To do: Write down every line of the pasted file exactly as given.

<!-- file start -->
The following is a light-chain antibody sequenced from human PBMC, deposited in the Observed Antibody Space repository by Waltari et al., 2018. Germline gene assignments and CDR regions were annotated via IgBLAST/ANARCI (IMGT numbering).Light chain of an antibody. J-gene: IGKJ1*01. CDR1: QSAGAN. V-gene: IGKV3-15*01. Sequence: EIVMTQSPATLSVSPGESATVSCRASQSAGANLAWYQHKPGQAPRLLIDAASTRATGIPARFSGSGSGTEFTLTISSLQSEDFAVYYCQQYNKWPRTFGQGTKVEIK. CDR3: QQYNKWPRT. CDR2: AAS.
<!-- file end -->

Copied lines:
The following is a light-chain antibody sequenced from human PBMC, deposited in the Observed Antibody Space repository by Waltari et al., 2018. Germline gene assignments and CDR regions were annotated via IgBLAST/ANARCI (IMGT numbering).Light chain of an antibody. J-gene: IGKJ1*01. CDR1: QSAGAN. V-gene: IGKV3-15*01. Sequence: EIVMTQSPATLSVSPGESATVSCRASQSAGANLAWYQHKPGQAPRLLIDAASTRATGIPARFSGSGSGTEFTLTISSLQSEDFAVYYCQQYNKWPRTFGQGTKVEIK. CDR3: QQYNKWPRT. CDR2: AAS.